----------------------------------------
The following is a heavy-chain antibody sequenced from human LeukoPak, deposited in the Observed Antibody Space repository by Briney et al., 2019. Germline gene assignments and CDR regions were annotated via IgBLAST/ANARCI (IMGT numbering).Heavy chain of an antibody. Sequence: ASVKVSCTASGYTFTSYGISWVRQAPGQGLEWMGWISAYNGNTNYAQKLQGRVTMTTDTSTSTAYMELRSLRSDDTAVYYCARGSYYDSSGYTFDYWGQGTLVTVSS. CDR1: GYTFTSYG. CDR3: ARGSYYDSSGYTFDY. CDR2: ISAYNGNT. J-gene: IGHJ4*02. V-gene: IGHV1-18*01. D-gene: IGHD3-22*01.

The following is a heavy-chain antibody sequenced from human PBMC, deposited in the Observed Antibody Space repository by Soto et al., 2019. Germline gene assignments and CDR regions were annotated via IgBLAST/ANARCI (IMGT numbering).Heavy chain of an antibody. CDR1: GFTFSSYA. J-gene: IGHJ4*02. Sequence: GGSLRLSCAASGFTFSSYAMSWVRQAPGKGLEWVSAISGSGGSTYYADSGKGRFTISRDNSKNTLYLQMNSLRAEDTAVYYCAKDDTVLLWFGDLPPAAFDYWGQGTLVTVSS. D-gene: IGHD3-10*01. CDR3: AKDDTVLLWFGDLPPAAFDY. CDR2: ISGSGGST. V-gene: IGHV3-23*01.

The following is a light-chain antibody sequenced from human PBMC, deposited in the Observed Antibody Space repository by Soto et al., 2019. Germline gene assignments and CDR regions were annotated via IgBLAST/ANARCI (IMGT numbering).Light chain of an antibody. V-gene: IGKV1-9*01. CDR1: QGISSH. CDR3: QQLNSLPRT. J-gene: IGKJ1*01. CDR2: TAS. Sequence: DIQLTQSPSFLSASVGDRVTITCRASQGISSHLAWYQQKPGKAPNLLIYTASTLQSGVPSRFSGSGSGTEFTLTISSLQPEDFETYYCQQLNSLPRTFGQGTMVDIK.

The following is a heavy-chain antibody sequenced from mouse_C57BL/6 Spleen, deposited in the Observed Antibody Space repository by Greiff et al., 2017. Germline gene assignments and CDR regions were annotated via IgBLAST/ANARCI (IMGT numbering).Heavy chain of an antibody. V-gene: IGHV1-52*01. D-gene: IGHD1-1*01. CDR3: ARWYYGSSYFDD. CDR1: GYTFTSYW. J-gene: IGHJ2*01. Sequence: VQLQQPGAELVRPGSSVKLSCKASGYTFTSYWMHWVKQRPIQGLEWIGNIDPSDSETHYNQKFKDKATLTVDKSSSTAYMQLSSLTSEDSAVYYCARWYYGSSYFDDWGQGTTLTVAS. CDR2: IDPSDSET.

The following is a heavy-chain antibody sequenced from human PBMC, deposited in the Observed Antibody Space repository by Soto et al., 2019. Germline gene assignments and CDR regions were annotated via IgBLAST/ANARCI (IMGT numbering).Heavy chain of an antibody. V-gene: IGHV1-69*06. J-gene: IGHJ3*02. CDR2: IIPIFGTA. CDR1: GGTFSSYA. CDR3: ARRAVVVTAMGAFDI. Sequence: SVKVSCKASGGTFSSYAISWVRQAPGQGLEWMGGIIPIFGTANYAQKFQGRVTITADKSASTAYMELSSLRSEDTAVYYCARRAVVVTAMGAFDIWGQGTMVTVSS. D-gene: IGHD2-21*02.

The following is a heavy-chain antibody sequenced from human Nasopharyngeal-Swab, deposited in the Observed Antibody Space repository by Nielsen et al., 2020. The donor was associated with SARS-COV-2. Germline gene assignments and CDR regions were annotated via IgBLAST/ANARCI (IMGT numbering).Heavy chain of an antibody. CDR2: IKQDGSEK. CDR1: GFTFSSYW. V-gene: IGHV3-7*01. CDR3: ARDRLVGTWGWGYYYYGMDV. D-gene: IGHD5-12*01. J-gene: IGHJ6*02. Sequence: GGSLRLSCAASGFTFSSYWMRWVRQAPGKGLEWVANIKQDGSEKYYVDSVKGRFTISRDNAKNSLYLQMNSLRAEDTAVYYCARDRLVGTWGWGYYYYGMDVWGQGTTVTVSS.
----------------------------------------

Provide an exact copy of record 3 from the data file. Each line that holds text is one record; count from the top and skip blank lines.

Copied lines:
The following is a light-chain antibody sequenced from human PBMC, deposited in the Observed Antibody Space repository by Soto et al., 2019. Germline gene assignments and CDR regions were annotated via IgBLAST/ANARCI (IMGT numbering).Light chain of an antibody. V-gene: IGKV1-9*01. CDR1: QGISSH. CDR3: QQLNSLPRT. J-gene: IGKJ1*01. CDR2: TAS. Sequence: DIQLTQSPSFLSASVGDRVTITCRASQGISSHLAWYQQKPGKAPNLLIYTASTLQSGVPSRFSGSGSGTEFTLTISSLQPEDFETYYCQQLNSLPRTFGQGTMVDIK.